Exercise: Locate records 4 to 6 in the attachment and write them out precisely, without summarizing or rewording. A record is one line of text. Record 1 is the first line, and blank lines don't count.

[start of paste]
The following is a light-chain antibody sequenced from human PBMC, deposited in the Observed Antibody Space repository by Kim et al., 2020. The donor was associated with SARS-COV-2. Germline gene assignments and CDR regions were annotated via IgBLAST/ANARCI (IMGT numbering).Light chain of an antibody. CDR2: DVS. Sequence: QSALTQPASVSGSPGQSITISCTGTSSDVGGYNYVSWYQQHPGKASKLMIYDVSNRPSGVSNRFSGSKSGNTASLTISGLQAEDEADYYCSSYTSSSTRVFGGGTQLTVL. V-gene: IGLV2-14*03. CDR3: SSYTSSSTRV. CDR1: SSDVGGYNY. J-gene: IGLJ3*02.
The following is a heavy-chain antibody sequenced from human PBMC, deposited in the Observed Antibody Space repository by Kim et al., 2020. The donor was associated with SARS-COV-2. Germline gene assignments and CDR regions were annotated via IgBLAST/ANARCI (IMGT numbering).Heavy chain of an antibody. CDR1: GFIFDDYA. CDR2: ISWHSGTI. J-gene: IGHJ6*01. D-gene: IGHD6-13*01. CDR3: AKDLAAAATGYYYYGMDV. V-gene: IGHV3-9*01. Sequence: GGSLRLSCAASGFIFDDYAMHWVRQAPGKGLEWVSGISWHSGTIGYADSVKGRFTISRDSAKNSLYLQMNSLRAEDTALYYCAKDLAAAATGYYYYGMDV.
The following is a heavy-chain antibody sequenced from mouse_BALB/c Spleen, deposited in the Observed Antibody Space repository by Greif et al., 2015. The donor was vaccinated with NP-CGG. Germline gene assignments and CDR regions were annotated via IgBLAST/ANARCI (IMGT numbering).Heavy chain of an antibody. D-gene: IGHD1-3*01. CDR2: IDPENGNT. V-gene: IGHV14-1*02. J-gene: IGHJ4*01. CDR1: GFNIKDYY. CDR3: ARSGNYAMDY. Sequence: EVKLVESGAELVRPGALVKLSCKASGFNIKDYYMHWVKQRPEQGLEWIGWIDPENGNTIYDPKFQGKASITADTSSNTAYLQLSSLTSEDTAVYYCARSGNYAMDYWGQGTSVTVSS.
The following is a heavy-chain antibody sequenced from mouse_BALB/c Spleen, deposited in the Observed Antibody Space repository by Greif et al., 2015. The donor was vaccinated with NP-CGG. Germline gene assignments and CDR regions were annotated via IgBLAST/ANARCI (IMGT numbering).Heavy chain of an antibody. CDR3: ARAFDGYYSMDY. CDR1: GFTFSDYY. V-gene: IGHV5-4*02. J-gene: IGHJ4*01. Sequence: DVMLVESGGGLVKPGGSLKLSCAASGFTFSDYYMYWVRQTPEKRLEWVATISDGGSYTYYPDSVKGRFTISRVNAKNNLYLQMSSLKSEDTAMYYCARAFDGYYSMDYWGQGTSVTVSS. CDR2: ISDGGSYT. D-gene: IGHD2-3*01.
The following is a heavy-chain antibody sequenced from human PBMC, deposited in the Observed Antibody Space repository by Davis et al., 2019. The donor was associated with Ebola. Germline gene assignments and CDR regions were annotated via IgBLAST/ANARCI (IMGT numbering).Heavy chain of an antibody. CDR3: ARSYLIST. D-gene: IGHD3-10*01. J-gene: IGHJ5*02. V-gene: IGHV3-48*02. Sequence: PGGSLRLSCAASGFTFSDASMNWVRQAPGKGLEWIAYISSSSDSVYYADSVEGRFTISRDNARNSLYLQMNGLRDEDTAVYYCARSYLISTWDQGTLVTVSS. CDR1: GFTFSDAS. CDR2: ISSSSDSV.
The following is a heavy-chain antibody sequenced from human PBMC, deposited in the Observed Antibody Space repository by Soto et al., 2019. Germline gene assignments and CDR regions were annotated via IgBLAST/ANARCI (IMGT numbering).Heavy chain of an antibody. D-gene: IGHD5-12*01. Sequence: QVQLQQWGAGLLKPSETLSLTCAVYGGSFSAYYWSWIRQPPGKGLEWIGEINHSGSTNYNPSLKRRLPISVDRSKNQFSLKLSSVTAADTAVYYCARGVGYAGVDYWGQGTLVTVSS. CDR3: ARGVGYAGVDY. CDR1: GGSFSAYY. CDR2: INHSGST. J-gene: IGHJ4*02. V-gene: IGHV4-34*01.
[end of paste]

The following is a heavy-chain antibody sequenced from mouse_BALB/c Spleen, deposited in the Observed Antibody Space repository by Greif et al., 2015. The donor was vaccinated with NP-CGG. Germline gene assignments and CDR regions were annotated via IgBLAST/ANARCI (IMGT numbering).Heavy chain of an antibody. CDR3: ARAFDGYYSMDY. CDR1: GFTFSDYY. V-gene: IGHV5-4*02. J-gene: IGHJ4*01. Sequence: DVMLVESGGGLVKPGGSLKLSCAASGFTFSDYYMYWVRQTPEKRLEWVATISDGGSYTYYPDSVKGRFTISRVNAKNNLYLQMSSLKSEDTAMYYCARAFDGYYSMDYWGQGTSVTVSS. CDR2: ISDGGSYT. D-gene: IGHD2-3*01.
The following is a heavy-chain antibody sequenced from human PBMC, deposited in the Observed Antibody Space repository by Davis et al., 2019. The donor was associated with Ebola. Germline gene assignments and CDR regions were annotated via IgBLAST/ANARCI (IMGT numbering).Heavy chain of an antibody. CDR3: ARSYLIST. D-gene: IGHD3-10*01. J-gene: IGHJ5*02. V-gene: IGHV3-48*02. Sequence: PGGSLRLSCAASGFTFSDASMNWVRQAPGKGLEWIAYISSSSDSVYYADSVEGRFTISRDNARNSLYLQMNGLRDEDTAVYYCARSYLISTWDQGTLVTVSS. CDR1: GFTFSDAS. CDR2: ISSSSDSV.
The following is a heavy-chain antibody sequenced from human PBMC, deposited in the Observed Antibody Space repository by Soto et al., 2019. Germline gene assignments and CDR regions were annotated via IgBLAST/ANARCI (IMGT numbering).Heavy chain of an antibody. D-gene: IGHD5-12*01. Sequence: QVQLQQWGAGLLKPSETLSLTCAVYGGSFSAYYWSWIRQPPGKGLEWIGEINHSGSTNYNPSLKRRLPISVDRSKNQFSLKLSSVTAADTAVYYCARGVGYAGVDYWGQGTLVTVSS. CDR3: ARGVGYAGVDY. CDR1: GGSFSAYY. CDR2: INHSGST. J-gene: IGHJ4*02. V-gene: IGHV4-34*01.